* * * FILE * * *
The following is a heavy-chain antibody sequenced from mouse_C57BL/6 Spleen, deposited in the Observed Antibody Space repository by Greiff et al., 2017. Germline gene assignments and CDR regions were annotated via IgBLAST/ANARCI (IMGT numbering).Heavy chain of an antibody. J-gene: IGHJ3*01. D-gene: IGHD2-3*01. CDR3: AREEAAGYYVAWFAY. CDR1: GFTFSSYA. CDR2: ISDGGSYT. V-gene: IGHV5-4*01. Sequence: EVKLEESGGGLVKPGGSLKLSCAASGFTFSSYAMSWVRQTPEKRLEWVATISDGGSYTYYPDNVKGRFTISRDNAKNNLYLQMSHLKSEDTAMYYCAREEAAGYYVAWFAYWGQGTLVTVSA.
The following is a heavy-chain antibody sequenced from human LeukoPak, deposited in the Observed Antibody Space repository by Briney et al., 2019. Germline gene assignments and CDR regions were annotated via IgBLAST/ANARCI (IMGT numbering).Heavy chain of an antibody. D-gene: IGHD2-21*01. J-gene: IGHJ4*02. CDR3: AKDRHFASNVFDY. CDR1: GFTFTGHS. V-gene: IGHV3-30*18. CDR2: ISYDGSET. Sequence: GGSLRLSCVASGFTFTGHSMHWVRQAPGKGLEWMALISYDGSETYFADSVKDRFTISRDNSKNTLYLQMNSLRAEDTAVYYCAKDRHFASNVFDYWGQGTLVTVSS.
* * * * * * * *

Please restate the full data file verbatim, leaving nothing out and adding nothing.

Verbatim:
The following is a heavy-chain antibody sequenced from mouse_C57BL/6 Spleen, deposited in the Observed Antibody Space repository by Greiff et al., 2017. Germline gene assignments and CDR regions were annotated via IgBLAST/ANARCI (IMGT numbering).Heavy chain of an antibody. J-gene: IGHJ3*01. D-gene: IGHD2-3*01. CDR3: AREEAAGYYVAWFAY. CDR1: GFTFSSYA. CDR2: ISDGGSYT. V-gene: IGHV5-4*01. Sequence: EVKLEESGGGLVKPGGSLKLSCAASGFTFSSYAMSWVRQTPEKRLEWVATISDGGSYTYYPDNVKGRFTISRDNAKNNLYLQMSHLKSEDTAMYYCAREEAAGYYVAWFAYWGQGTLVTVSA.
The following is a heavy-chain antibody sequenced from human LeukoPak, deposited in the Observed Antibody Space repository by Briney et al., 2019. Germline gene assignments and CDR regions were annotated via IgBLAST/ANARCI (IMGT numbering).Heavy chain of an antibody. D-gene: IGHD2-21*01. J-gene: IGHJ4*02. CDR3: AKDRHFASNVFDY. CDR1: GFTFTGHS. V-gene: IGHV3-30*18. CDR2: ISYDGSET. Sequence: GGSLRLSCVASGFTFTGHSMHWVRQAPGKGLEWMALISYDGSETYFADSVKDRFTISRDNSKNTLYLQMNSLRAEDTAVYYCAKDRHFASNVFDYWGQGTLVTVSS.